Juglans Regia. Walnut requires no description.

Herbal Remedies and Medicinal Uses of Walnut:

The bark and leaves of the tree are very astringent. The husk and shell, and peal of the kernels, are sudorific, especially if used while the walnuts are green. It is said to expel the broad worms, or tape-worm. No insect eats the leaves of this tree. The leaves have the same property. The juice of the green husks, boiled with honey, is an excellent gargle for a sore mouth, and inflammation in the throat and stomach. The kernels when they grow old, are more oily, and therefore not fit to be eaten, but are then used to heal wounds, gangrenes, and carbuncles.

The kernels burned are very astringent, and will stay women's courses, being taken in red wine. The green husks have the same effect. The kernels beaten with rue and wine, and applied, relieves the quinsy; and bruised with some honey, and applied to the ears, eases the pains and inflammation of them. The oil pressed out of the kernels, taken inwardly, is good for the colic, and to expel wind; half an ounce may be taken at any time. The young green nuts taken before they are half ripe, preserved with sugar, are good to strengthen weak stomachs. The distilled water of the green husks, before half ripe, cools the heat of agues; dose an ounce or two at a time. It is a very cooling application to green wounds, quickly healing them. The distilled water of the green husks being ripe, is very good against the quinsy, gargling, and bathing the throat with it.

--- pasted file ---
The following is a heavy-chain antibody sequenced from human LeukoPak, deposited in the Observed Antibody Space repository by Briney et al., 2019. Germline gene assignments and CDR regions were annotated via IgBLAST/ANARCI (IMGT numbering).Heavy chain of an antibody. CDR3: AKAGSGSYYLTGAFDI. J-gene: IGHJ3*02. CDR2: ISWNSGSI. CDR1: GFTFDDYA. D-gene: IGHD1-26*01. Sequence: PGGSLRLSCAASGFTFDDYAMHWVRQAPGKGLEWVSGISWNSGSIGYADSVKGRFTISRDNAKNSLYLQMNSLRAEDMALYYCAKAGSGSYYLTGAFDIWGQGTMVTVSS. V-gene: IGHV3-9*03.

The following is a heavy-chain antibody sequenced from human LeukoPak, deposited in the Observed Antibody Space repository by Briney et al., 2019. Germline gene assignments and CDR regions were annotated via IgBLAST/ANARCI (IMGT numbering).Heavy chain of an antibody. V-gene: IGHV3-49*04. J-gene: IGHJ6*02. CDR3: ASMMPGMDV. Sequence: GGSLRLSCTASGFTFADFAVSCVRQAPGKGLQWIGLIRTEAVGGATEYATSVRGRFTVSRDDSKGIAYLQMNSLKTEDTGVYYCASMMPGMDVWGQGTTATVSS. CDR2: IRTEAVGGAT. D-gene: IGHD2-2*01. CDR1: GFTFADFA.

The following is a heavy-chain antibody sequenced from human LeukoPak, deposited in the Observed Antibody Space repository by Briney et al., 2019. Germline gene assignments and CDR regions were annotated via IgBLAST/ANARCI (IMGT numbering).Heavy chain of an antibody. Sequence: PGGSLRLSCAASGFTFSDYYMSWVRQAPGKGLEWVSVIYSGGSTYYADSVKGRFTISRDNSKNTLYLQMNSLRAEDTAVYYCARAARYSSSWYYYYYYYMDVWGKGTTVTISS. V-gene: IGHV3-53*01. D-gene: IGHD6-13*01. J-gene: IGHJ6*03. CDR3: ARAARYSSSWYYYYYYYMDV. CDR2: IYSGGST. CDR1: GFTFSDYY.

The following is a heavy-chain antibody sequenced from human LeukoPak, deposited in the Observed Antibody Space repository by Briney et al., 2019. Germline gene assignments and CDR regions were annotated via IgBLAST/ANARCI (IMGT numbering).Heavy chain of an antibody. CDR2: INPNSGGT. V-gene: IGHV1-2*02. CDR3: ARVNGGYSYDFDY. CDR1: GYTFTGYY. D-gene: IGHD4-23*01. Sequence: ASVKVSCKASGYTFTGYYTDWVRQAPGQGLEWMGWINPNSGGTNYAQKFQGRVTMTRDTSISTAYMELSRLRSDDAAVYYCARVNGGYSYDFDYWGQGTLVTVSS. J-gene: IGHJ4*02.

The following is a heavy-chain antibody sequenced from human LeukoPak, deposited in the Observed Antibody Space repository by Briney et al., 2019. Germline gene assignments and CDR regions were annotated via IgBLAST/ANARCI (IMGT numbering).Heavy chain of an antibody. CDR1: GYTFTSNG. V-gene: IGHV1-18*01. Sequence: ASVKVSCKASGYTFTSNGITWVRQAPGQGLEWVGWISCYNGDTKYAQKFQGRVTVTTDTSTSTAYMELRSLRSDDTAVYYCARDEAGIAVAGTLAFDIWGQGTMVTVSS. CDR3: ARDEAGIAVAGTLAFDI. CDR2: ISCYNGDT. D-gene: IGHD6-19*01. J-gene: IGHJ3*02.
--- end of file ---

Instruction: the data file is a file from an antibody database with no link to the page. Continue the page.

Important Disclaimer:   The information contained on this web site is for educational purposes only. It is not intended to diagnose, treat, or cure any diseases. Any information presented is not a substitute for professional medical advice and should not take the place of any prescribed medication. Please do not use this information to diagnose or treat a health problem or disease without consultation with your physician.

This page and the rest of the encyclopedia of medicinal herbs was reproduced from old herbals written in the 1700 and 1800s. They are of historical interest to show the traditional uses of various herbs based on folk medicine and ancient wisdom. However the traditional uses for these herbs have not been confirmed by medical science and in some cases may actually be dangerous. Do not use the these herbs for any use, medicinal or otherwise, without first consulting a qualified doctor.

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